Surveillance - understanding what it is

Surveillance means rather more than just watching or following one or more individuals to see where they go, who they meet and what they get up to. It is seldom very exciting. Most private detectives will go through their career longing for the opportunity to hail a taxi and leap in with a cry of “Follow that car!” It’s a situation that almost never arises; not in the real world anyway!

No, in the real world, surveillance can be quite tedious but is often necessary for the gathering of evidence. That’s why the watching and following is only part of the task. Whatever the surveillance operative sees and hears needs to be meticulously recorded and backed up where possible by photographic evidence. The investigator enters a legal minefield here and must take care not to fall foul of the laws governing privacy and civil rights.

Surveillance is not usually undertaken for its own sake, but may form an essential part of many different investigations. Everything from matrimonial disputes to industrial espionage may well involve surveillance in one form or another. The information gathered is carefully logged with notes and photographs to support the formal statements provided by the investigators.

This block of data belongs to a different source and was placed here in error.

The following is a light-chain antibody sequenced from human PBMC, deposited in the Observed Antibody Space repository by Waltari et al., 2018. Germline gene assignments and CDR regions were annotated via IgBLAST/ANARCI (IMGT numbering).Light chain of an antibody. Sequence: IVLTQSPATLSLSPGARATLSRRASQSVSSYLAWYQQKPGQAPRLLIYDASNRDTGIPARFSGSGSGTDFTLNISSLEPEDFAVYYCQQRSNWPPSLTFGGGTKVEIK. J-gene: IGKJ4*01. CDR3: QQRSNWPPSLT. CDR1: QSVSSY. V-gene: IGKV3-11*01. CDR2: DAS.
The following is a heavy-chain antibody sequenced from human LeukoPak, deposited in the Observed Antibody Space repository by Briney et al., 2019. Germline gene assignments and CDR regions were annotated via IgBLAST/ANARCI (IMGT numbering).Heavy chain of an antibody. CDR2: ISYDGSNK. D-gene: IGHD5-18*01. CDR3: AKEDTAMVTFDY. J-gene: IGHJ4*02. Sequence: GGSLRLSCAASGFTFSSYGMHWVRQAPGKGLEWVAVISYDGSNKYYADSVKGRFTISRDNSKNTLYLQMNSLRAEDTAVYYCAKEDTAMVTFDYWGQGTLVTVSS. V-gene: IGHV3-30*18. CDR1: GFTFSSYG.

Surveillance may not always the most appropriate way in which to achieve the object of an investigation. EJM Investigations will always discuss the way forward in detail with the client and will only recommend it where these discussions indicate that surveillance is the most cost-effective way forward.

The complete surveillance report can be produced in a suitable format for presentation to a court should that prove to be necessary. The nature of many investigations is such that the matter in dispute is settled without the involvement of any court, once the parties involved are faced with the evidence we have gathered.

We might find ourselves carrying out surveillance on behalf of an individual who suspects misconduct on the part of a spouse, an employer who suspects an employee of “moonlighting” for a competitor or of systematically stealing from the workplace. In any of these situations and others too, surveillance may reveal that there is in fact no evidence of any kind of wrongdoing and that the client’s suspicions are unfounded.

Whilst this may sometimes be frustrating, it frequently comes as a relief to many clients to know that they don’t have a problem after all. The peace of mind that comes from the knowledge that thorough investigation has established that you are not being cheated can be enough to make the whole exercise worthwhile.

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